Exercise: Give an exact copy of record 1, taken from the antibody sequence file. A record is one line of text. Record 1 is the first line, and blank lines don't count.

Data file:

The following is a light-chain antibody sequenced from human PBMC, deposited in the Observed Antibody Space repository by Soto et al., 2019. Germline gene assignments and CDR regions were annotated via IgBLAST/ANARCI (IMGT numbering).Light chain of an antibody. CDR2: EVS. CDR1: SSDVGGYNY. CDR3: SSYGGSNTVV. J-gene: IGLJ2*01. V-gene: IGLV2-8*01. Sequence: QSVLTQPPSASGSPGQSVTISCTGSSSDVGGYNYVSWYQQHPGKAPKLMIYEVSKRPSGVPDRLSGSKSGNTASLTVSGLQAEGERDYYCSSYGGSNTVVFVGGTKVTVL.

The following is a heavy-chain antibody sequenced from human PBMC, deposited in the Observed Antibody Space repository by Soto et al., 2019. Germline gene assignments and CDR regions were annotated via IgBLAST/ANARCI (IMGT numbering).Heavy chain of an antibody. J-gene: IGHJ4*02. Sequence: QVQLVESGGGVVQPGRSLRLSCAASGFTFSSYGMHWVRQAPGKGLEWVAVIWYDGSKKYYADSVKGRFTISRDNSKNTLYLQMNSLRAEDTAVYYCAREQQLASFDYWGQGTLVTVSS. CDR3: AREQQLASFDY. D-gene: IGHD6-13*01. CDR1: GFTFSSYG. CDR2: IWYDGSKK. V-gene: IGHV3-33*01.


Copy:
The following is a light-chain antibody sequenced from human PBMC, deposited in the Observed Antibody Space repository by Soto et al., 2019. Germline gene assignments and CDR regions were annotated via IgBLAST/ANARCI (IMGT numbering).Light chain of an antibody. CDR2: EVS. CDR1: SSDVGGYNY. CDR3: SSYGGSNTVV. J-gene: IGLJ2*01. V-gene: IGLV2-8*01. Sequence: QSVLTQPPSASGSPGQSVTISCTGSSSDVGGYNYVSWYQQHPGKAPKLMIYEVSKRPSGVPDRLSGSKSGNTASLTVSGLQAEGERDYYCSSYGGSNTVVFVGGTKVTVL.